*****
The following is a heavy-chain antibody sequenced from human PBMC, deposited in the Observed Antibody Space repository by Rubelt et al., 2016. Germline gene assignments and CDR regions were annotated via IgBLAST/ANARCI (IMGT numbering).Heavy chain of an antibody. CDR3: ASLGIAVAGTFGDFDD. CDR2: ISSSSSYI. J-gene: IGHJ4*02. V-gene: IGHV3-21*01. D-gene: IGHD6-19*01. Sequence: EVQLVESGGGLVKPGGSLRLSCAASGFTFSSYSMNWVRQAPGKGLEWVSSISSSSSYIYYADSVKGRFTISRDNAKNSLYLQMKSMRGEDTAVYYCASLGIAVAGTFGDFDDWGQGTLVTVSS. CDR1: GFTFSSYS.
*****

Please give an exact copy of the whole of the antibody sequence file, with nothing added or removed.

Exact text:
The following is a heavy-chain antibody sequenced from human PBMC, deposited in the Observed Antibody Space repository by Rubelt et al., 2016. Germline gene assignments and CDR regions were annotated via IgBLAST/ANARCI (IMGT numbering).Heavy chain of an antibody. CDR3: ASLGIAVAGTFGDFDD. CDR2: ISSSSSYI. J-gene: IGHJ4*02. V-gene: IGHV3-21*01. D-gene: IGHD6-19*01. Sequence: EVQLVESGGGLVKPGGSLRLSCAASGFTFSSYSMNWVRQAPGKGLEWVSSISSSSSYIYYADSVKGRFTISRDNAKNSLYLQMKSMRGEDTAVYYCASLGIAVAGTFGDFDDWGQGTLVTVSS. CDR1: GFTFSSYS.